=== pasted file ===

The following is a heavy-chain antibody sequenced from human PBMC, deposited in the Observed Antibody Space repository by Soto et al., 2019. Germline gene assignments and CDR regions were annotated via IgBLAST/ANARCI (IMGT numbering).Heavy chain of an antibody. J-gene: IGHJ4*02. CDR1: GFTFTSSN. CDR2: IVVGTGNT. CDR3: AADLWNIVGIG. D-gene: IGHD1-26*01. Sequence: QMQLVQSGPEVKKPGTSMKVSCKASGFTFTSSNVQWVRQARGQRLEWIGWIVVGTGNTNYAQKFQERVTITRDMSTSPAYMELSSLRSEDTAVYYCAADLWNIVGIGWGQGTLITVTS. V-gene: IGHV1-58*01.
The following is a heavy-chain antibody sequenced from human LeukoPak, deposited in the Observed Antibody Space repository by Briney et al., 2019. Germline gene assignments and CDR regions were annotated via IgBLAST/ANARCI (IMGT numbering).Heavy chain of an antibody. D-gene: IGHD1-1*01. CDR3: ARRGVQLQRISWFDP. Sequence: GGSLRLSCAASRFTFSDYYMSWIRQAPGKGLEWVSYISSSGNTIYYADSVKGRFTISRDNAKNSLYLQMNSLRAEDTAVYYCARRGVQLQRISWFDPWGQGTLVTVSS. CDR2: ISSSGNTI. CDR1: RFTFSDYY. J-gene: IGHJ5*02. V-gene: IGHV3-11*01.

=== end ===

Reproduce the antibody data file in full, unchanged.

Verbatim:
The following is a heavy-chain antibody sequenced from human PBMC, deposited in the Observed Antibody Space repository by Soto et al., 2019. Germline gene assignments and CDR regions were annotated via IgBLAST/ANARCI (IMGT numbering).Heavy chain of an antibody. J-gene: IGHJ4*02. CDR1: GFTFTSSN. CDR2: IVVGTGNT. CDR3: AADLWNIVGIG. D-gene: IGHD1-26*01. Sequence: QMQLVQSGPEVKKPGTSMKVSCKASGFTFTSSNVQWVRQARGQRLEWIGWIVVGTGNTNYAQKFQERVTITRDMSTSPAYMELSSLRSEDTAVYYCAADLWNIVGIGWGQGTLITVTS. V-gene: IGHV1-58*01.
The following is a heavy-chain antibody sequenced from human LeukoPak, deposited in the Observed Antibody Space repository by Briney et al., 2019. Germline gene assignments and CDR regions were annotated via IgBLAST/ANARCI (IMGT numbering).Heavy chain of an antibody. D-gene: IGHD1-1*01. CDR3: ARRGVQLQRISWFDP. Sequence: GGSLRLSCAASRFTFSDYYMSWIRQAPGKGLEWVSYISSSGNTIYYADSVKGRFTISRDNAKNSLYLQMNSLRAEDTAVYYCARRGVQLQRISWFDPWGQGTLVTVSS. CDR2: ISSSGNTI. CDR1: RFTFSDYY. J-gene: IGHJ5*02. V-gene: IGHV3-11*01.